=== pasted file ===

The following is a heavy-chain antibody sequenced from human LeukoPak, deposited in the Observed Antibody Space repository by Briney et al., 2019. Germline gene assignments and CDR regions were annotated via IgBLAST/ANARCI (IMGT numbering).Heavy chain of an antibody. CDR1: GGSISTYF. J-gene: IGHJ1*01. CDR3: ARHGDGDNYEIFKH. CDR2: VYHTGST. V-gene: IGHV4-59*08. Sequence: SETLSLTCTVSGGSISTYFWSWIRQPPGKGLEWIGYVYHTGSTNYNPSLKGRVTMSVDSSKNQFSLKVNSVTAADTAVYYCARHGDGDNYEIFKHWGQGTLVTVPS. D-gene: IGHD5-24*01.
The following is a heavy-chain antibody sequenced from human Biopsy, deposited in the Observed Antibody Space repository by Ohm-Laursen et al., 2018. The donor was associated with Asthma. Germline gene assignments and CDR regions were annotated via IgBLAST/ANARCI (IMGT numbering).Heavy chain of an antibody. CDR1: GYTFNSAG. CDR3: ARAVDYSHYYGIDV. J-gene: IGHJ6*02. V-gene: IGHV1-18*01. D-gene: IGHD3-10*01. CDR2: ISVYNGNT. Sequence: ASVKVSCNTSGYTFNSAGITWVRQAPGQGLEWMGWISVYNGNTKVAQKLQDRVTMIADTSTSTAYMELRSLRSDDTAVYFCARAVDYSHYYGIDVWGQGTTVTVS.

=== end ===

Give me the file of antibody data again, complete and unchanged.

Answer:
The following is a heavy-chain antibody sequenced from human LeukoPak, deposited in the Observed Antibody Space repository by Briney et al., 2019. Germline gene assignments and CDR regions were annotated via IgBLAST/ANARCI (IMGT numbering).Heavy chain of an antibody. CDR1: GGSISTYF. J-gene: IGHJ1*01. CDR3: ARHGDGDNYEIFKH. CDR2: VYHTGST. V-gene: IGHV4-59*08. Sequence: SETLSLTCTVSGGSISTYFWSWIRQPPGKGLEWIGYVYHTGSTNYNPSLKGRVTMSVDSSKNQFSLKVNSVTAADTAVYYCARHGDGDNYEIFKHWGQGTLVTVPS. D-gene: IGHD5-24*01.
The following is a heavy-chain antibody sequenced from human Biopsy, deposited in the Observed Antibody Space repository by Ohm-Laursen et al., 2018. The donor was associated with Asthma. Germline gene assignments and CDR regions were annotated via IgBLAST/ANARCI (IMGT numbering).Heavy chain of an antibody. CDR1: GYTFNSAG. CDR3: ARAVDYSHYYGIDV. J-gene: IGHJ6*02. V-gene: IGHV1-18*01. D-gene: IGHD3-10*01. CDR2: ISVYNGNT. Sequence: ASVKVSCNTSGYTFNSAGITWVRQAPGQGLEWMGWISVYNGNTKVAQKLQDRVTMIADTSTSTAYMELRSLRSDDTAVYFCARAVDYSHYYGIDVWGQGTTVTVS.